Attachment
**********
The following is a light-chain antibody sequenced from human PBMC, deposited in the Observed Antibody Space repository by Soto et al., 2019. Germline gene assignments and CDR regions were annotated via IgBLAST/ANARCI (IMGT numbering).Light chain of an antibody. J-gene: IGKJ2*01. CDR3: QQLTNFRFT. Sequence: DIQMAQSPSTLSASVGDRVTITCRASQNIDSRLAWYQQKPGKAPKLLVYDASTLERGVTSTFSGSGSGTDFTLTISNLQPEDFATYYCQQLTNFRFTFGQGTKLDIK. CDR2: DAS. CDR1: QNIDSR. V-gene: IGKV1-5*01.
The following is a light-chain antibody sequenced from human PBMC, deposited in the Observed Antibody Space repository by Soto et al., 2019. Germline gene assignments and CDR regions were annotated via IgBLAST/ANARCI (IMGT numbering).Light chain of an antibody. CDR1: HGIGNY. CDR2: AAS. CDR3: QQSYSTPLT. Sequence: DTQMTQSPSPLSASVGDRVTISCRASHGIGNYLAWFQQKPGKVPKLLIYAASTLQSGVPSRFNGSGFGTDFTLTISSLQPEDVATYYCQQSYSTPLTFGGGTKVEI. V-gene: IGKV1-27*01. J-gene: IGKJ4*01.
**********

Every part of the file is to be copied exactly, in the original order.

The following is a light-chain antibody sequenced from human PBMC, deposited in the Observed Antibody Space repository by Soto et al., 2019. Germline gene assignments and CDR regions were annotated via IgBLAST/ANARCI (IMGT numbering).Light chain of an antibody. J-gene: IGKJ2*01. CDR3: QQLTNFRFT. Sequence: DIQMAQSPSTLSASVGDRVTITCRASQNIDSRLAWYQQKPGKAPKLLVYDASTLERGVTSTFSGSGSGTDFTLTISNLQPEDFATYYCQQLTNFRFTFGQGTKLDIK. CDR2: DAS. CDR1: QNIDSR. V-gene: IGKV1-5*01.
The following is a light-chain antibody sequenced from human PBMC, deposited in the Observed Antibody Space repository by Soto et al., 2019. Germline gene assignments and CDR regions were annotated via IgBLAST/ANARCI (IMGT numbering).Light chain of an antibody. CDR1: HGIGNY. CDR2: AAS. CDR3: QQSYSTPLT. Sequence: DTQMTQSPSPLSASVGDRVTISCRASHGIGNYLAWFQQKPGKVPKLLIYAASTLQSGVPSRFNGSGFGTDFTLTISSLQPEDVATYYCQQSYSTPLTFGGGTKVEI. V-gene: IGKV1-27*01. J-gene: IGKJ4*01.